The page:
Mahmoud Ali, a family friend of Hamidullah and Dr. Aziz. Cynical and embittered toward the English, he makes an emotional, histrionic defense of Dr. Aziz at the trial.
Mohammed Latif, a poor, sneaky relative of Hamidullah and Aziz.
Major Callendar, the civil surgeon, Dr. Aziz’s brutal superior, who believes that “white is right.”
Mr. Turton, a white official who is willing to extend courtesy to the natives and nothing more; a man who has succumbed to power and race snobbery.
Mrs. Turton, his haughty wife, who comforts Adela Quested after the incident at the Marabar Caves.
Mr. McBryde, the chief of police, an intelligent man who treats Dr. Aziz decently but at the same time supervises the prosecution. He is provincial in his attitudes.
Miss Derek, a selfish young woman who takes advantage of her Indian employers.
Amritrao, Dr. Aziz’s defense lawyer, imported from Calcutta, who gets Miss Quested to withdraw her charges.
Mr. Das, Heaslop’s subordinate, the judge at the trial, a Hindu who later becomes friendly with Dr. Aziz.
Ralph Moore, Mrs. Moore’s odd son, a boy who finally gets Cecil Fielding and Dr. Aziz together again.
Stella Moore, Mrs. Moore’s daughter, a sensitive girl who marries Cecil Fielding.
Last Updated on May 9, 2015, by eNotes Editorial. Word Count: 637
Dr. Aziz—Muslim surgeon, works under Major Callendar; accused by Miss Quested; becomes a friend of Fielding.
Hamidullah—Muslim friend and relative by marriage of Aziz, prominent Chandrapore barrister; aspires to social contact with the English but is aware of the difficulties.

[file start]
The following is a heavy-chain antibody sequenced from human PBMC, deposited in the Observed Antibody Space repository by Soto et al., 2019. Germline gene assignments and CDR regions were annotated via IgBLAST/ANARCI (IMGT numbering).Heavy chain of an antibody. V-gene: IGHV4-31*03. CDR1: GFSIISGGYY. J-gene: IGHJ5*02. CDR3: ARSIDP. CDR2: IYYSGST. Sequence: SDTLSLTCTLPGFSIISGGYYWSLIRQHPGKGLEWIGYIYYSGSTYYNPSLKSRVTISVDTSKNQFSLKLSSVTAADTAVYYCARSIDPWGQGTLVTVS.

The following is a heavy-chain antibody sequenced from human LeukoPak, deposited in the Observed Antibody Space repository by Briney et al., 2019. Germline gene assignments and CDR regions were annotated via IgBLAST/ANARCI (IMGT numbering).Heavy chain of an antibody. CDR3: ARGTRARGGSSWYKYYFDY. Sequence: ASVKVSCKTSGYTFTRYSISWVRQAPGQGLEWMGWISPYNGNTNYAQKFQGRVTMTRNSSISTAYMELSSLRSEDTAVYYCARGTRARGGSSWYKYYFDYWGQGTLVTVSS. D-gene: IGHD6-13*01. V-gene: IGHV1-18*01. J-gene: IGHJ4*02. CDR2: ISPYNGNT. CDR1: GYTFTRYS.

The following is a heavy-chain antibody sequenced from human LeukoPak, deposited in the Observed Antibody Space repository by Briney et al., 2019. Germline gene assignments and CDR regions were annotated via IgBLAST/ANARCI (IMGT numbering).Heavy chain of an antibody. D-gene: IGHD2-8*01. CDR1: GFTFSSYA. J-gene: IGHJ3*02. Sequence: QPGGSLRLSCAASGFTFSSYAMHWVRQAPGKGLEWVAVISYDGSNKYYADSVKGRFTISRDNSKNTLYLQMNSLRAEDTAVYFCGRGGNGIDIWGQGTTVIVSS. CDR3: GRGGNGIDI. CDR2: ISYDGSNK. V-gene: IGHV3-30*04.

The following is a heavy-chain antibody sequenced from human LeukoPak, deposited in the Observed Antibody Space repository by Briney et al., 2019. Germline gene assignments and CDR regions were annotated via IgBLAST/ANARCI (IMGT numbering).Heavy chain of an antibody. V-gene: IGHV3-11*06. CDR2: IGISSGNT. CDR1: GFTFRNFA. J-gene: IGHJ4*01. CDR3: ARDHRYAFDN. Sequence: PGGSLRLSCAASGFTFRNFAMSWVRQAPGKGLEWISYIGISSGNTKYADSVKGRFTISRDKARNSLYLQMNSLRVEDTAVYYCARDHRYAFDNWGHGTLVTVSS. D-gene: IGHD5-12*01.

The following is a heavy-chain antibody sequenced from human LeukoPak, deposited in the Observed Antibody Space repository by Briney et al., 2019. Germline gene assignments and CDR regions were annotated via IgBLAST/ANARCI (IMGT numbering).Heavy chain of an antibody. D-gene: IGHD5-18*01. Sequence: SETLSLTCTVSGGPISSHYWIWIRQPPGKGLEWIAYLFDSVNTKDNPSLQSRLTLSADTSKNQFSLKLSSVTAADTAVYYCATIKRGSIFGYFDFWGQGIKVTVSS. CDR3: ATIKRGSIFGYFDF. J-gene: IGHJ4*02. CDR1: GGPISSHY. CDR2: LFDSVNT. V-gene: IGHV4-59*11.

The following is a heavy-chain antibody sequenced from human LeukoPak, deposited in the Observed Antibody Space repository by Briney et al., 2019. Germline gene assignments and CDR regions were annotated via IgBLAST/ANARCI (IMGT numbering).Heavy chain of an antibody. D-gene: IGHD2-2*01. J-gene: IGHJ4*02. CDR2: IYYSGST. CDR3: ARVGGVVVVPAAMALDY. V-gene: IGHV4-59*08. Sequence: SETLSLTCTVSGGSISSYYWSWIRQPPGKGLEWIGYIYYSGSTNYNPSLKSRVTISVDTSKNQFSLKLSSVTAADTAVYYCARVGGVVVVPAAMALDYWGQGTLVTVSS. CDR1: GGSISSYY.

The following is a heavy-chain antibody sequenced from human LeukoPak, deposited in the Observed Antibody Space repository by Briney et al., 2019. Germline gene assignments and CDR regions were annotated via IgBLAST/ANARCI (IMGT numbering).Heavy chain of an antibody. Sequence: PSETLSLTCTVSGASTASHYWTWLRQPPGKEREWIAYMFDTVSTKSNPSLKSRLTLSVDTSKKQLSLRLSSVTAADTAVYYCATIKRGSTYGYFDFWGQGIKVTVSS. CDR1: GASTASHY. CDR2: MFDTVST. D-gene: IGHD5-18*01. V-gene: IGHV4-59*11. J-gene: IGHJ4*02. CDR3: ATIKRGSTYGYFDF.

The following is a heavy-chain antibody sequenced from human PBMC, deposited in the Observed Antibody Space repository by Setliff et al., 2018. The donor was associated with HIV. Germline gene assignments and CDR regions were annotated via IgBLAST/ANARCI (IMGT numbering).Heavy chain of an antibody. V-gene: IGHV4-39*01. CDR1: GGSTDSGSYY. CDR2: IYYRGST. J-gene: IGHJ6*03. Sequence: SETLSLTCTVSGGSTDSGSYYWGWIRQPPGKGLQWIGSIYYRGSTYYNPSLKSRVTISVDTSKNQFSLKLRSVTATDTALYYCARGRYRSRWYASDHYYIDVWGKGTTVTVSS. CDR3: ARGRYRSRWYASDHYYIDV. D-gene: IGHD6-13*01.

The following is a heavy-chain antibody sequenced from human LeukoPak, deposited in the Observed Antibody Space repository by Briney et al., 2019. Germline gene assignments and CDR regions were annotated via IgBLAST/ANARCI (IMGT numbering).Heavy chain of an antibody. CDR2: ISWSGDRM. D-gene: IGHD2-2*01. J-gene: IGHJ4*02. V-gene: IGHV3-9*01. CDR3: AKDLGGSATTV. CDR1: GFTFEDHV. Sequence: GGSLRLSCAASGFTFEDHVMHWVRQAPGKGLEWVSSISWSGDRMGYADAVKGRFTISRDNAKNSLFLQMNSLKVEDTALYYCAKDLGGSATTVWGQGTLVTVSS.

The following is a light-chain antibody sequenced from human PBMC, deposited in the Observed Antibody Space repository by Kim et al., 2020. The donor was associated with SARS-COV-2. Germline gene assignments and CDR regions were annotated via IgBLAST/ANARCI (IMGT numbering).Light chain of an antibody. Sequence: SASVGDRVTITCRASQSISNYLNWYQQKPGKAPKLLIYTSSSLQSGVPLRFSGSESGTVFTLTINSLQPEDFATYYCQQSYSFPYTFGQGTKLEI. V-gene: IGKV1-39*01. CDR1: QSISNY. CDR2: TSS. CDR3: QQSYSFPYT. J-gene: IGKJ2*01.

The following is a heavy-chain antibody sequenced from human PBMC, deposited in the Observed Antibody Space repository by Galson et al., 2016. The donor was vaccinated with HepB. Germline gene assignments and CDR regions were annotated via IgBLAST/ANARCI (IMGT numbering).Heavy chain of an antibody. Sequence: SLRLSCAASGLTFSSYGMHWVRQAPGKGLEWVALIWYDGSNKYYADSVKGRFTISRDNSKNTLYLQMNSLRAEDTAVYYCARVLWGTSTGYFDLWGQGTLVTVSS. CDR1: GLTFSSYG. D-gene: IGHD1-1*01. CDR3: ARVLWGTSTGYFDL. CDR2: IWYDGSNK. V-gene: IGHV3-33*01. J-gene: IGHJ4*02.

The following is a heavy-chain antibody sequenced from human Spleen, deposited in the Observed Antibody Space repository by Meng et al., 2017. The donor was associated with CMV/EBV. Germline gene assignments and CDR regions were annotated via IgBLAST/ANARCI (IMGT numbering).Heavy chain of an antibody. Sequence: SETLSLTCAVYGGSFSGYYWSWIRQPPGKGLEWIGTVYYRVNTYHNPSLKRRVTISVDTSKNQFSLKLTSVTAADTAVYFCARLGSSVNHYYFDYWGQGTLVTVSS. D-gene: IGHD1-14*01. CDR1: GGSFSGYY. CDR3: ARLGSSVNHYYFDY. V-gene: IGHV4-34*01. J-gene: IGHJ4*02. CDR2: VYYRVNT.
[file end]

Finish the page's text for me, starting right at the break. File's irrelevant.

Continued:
Mahmoud Ali—Muslim lawyer, friend of Hamidullah and Aziz; a troublemaker who is constantly spreading malicious rumors.
Mohammed Latif—Muslim, poor relation of Hamidullah, neither servant nor equal.
Mrs. Moore—Older woman, sensitive to the soul of India, friendly to Aziz and Miss Quested, mother of Ronny Heaslop, later becomes known as a Hindu Goddess; Esmiss Esmoor.
Major Callendar—The civil surgeon, Aziz’s superior but not as good a doctor, disrespectful toward Indians and ignorant of Indian life.
Ronny Heaslop—The city magistrate, Mrs. Moore’s son, insecure, wants to do his duty but bewildered by India; becomes Miss Quested’s fiancé.
Miss Adela Quested—Intellectual, considered unattractive, thinks with her head rather than her heart, close to Mrs. Moore; becomes engaged to Ronny Heaslop, accuser of Aziz, confides in Fielding.
Mr. Turton—The collector, a civil servant.
Mrs. Turton—Insensitive, used to giving orders, at first conventionally prejudiced, later furiously authoritarian and vengeful.
Cyril Fielding—Principal of Government College at Chandrapore; looked down on by Anglo-Indians, becomes friend of Aziz, helps Miss Quested after the trial, later marries Mrs. Moore’s daughter, Stella.
Nawab Bahadur—Muslim, referred to as the “geyser,” wealthy proprietor and philanthropist, grandfather of Nureddin, haunted by a ghost.
Mr. Ram Chand—Hindu associate of Dr. Panna Lal.
Mr. Graysford and Mr. Sorley—Anglo-Indian missionaries.
Miss Nancy Derek—Assistant to a Maharani in Native State, crude, talkative, makes fun of Indians, having an affair with the magistrate, McBryde.
McBryde—District Superintendent of Police, tough-minded, most reflective and best educated of the officials.
Mrs. McBryde—His wife.
Mr. and Mrs. Bhattacharya—Hindus of some wealth and status.
Dr. Panna Lal—Low-caste Hindu, fellow-assistant but not friend of Aziz, something of a caricature.
A Subaltern—Anglo-Indian army officer of lower rank.
Professor Narayan Godbole—Hindu, a Deccani Brahmin of the highest caste, elderly, scholarly; his name suggests “God man of God,” a philosopher and devotee of Shri Krishna, acquaintance of Aziz and his Muslim friends, and of Fielding.